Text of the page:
Report: Capitalism after the Coronavirus by Paul Mason (Keynote)
In his keynote lecture, Paul Mason, British journalist and writer of the book Post Capitalism (2015) explains us his view on the fundamentals of information technology and its disruptive effects on capitalism as we know it. Building an argument that walks us through historical and ongoing events and theories, that shines light on “a war of utopians” that will (as he believes) lead us into a better world, including a more sustainable form of capitalism.
Introduction: the fetishisation of autonomous systems. “We treat the economy as something that’s outside of us. And as if we have to decide to save it or to save us.”
Paul Mason frames his talk in today’s context three crises: economic, democratic, and technological. He explains the rise of fatalism as the common root behind them and the influence of COVID-19. All of this as an introduction to his talk, which will focus on what could be a way out of this, focusing primarily on the economy.
On the level of imagination during previous and ingoing crises and the fundamental issue of capitalism
“This time, governments have certainly acted. […] We’ve seen whole industry sectors been bailed out. […] I am afraid it’s not imagination enough.”
Paul Mason puts capitalism and the debt vs GDP ratio forward as the main fundamental driver between the current crises. A.o. making reference to J.M. Keynes. “The way we behave now with money signals that we believe that in the future there is going to be a highly vibrant economy which is going to be capable to pay back all the debts. […] And that’s not going to happen.”
IT versus economy
On the role of information technology on the economy. “Information technology is not creating a hidden value. It does something that’s quite the opposite.”
An explanation of the specific nature of information technology and how it is different from any other market we have known: they are not scarce and infinitely copiable. Which makes their prices drop exponentially. And also affecting derivative products and services, e.g. the cost of sequencing a Human genome etc.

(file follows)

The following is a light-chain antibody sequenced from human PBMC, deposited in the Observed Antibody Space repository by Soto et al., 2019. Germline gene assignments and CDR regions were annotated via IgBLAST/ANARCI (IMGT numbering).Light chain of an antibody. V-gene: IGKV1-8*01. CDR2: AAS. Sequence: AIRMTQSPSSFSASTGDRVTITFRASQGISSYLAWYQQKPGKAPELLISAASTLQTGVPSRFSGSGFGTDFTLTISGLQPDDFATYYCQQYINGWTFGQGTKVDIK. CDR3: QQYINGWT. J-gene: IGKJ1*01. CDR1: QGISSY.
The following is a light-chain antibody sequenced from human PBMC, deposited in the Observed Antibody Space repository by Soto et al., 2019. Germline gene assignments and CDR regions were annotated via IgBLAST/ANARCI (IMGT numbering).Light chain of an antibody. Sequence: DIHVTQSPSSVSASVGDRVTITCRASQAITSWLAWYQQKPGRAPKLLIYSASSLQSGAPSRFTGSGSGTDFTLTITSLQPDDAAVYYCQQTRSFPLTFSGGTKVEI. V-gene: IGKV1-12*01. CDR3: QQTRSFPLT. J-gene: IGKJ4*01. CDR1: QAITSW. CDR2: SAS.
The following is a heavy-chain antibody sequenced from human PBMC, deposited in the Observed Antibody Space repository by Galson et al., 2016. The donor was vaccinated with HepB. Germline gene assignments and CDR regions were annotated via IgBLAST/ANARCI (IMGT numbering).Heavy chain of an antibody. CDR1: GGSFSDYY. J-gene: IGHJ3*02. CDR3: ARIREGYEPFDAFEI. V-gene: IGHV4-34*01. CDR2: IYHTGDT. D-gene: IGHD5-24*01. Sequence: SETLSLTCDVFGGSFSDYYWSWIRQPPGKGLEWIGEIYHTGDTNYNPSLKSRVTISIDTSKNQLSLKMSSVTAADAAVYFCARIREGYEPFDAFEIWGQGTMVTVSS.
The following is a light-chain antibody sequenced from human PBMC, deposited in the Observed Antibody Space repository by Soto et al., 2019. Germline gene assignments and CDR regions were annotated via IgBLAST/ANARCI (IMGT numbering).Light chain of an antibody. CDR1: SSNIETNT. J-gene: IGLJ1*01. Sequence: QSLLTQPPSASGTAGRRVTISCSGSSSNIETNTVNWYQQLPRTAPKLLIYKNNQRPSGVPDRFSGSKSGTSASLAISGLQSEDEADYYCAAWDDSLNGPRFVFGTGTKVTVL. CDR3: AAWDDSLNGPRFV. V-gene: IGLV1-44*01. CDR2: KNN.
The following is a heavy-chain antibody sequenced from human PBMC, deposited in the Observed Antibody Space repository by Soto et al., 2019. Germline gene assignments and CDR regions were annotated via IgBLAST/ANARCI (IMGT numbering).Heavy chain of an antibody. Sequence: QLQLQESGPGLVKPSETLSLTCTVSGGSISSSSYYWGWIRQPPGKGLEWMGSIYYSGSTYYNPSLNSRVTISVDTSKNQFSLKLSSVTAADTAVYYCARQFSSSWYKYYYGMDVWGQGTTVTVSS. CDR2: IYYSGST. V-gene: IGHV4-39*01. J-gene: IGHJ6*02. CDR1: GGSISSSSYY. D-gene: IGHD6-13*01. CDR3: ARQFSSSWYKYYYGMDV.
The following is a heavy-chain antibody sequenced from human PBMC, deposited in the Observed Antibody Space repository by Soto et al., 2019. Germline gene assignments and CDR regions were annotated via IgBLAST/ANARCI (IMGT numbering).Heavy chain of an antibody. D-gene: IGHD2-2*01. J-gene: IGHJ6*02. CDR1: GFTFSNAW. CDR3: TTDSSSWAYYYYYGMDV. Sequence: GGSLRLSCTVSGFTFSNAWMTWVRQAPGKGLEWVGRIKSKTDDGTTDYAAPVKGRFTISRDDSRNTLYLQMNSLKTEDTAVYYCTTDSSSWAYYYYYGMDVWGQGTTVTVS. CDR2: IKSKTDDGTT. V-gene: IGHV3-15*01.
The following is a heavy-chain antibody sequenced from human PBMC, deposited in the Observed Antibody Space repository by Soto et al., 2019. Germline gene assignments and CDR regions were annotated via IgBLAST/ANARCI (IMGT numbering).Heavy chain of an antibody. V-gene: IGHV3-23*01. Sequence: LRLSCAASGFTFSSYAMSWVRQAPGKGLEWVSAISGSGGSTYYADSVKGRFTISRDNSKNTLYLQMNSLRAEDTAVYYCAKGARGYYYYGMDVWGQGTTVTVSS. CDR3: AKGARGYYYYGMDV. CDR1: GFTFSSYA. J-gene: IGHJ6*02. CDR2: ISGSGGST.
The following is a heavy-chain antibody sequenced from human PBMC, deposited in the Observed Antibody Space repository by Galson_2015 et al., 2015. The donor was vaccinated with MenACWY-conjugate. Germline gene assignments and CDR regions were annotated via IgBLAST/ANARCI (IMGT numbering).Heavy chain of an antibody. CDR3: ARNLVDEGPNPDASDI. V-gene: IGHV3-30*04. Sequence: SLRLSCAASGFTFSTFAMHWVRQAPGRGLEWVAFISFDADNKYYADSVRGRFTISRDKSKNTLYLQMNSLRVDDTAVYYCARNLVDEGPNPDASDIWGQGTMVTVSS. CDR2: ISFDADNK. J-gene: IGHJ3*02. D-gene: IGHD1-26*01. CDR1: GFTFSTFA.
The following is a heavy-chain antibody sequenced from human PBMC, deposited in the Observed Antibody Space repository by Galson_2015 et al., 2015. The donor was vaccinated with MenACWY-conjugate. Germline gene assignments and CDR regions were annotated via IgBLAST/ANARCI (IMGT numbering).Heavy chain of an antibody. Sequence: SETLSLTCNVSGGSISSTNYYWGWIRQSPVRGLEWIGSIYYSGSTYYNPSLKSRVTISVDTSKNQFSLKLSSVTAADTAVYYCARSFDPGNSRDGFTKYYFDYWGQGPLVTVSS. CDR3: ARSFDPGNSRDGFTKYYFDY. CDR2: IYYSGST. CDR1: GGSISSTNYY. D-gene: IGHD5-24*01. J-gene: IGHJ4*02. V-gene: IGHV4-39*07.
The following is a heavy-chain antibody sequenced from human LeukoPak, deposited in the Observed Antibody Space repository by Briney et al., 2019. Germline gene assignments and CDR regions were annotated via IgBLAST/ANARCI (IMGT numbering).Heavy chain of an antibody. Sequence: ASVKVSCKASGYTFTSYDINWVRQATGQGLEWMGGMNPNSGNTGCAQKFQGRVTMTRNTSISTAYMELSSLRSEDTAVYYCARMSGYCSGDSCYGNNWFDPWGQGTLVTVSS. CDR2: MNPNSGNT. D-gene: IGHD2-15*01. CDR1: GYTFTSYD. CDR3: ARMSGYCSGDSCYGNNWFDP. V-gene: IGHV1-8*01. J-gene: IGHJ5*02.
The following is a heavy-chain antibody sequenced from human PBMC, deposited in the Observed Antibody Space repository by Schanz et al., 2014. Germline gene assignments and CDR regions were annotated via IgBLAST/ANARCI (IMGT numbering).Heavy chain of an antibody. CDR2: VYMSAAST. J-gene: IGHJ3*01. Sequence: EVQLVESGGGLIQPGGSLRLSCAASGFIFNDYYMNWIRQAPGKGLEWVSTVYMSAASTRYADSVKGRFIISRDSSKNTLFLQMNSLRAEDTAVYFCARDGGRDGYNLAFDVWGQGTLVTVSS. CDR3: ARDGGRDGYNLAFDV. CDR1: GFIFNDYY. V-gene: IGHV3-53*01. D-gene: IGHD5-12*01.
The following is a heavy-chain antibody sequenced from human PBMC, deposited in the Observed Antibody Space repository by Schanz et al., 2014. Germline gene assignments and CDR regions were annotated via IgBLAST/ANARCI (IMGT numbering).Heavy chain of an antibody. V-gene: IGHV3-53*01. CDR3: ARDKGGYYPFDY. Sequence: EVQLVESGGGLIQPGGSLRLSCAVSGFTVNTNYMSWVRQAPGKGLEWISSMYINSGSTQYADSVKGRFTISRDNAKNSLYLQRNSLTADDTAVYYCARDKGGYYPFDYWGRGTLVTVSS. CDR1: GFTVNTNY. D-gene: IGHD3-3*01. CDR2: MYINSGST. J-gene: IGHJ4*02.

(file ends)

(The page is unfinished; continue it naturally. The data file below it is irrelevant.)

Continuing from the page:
Also, Mason explains secular stagnation (i.e. a period with little or no economic growth) as a phenomenon that is now coinciding with the price drops explained in the previous part. And how mainstream explanations for this phenomenon fail to touch upon the fall of interest rates as likely the true driver behind it. Referring to Paul Schmelzing’s predictions towards negative interest rates by the mid 21st Century.
And how nobody seems really prepared to discuss what these phenomena mean for capitalism. After which he does so himself. “The ability of information technology to produce huge amounts of utility for almost nothing is disrupting capitalism.”
On the production of network effects by information technology and the democratisation of technology. Mason explains the immense value there is in network effects and how it is (or should be) sort of an intermediate element that is not owned by anyone (cfr. COVID data that is being collected for the social good versus the struggles we have with the big tech companies who are claiming value on these network effects that we as users create).
After this, Mason touches upon the fact that it’s easier than ever before to replace a broken product or service by another one. (Cfr. Have entire user communities switch from one app to another).
From the endogenous crisis to an exogenous crisis and the influence of our attitude towards time. In the previous sections, Mason focused on the endogenous crisis of the economy: the one that is inherent to how capitalism is functioning. Now, he moves into an exogenous crises: climate change and the COVID-19 pandemic. And how these are linked to the nature of capitalism as we’ve created it.
Followed by insights on our attitudes towards time: with ambassadors for gradual progress versus revolutionaries. And the fact that the current climate crises forces us to act within a short timeframe that’s beyond our comprehension.
Towards a way out
The way out: focus our minds on building an alternative economic model. “Since 2008, the most important task has been to build a more sustainable form of capitalism. And I am not talking about post-capitalism or anti-capitalism.”
In this final section, Mason elaborates on how he sees a transition towards a new and more sustainable form of capitalism and how the COVID pandemic acts as a potential catalyst. For example by pushing state-capitalist strategies to become more visionary, introducing universal free basic services (and not a universal basic income, as attractive as it is), fight monopolies and rent-seeking businesses and enshrine the right of information democracy.
To wrap-up, Mason inspires us with his view on the war of utopians and how this struggle could take us into a better society by the end of this century.
“I am asking governments to think as they take anti-crisis measures to use them as a long-term play into a new economy.”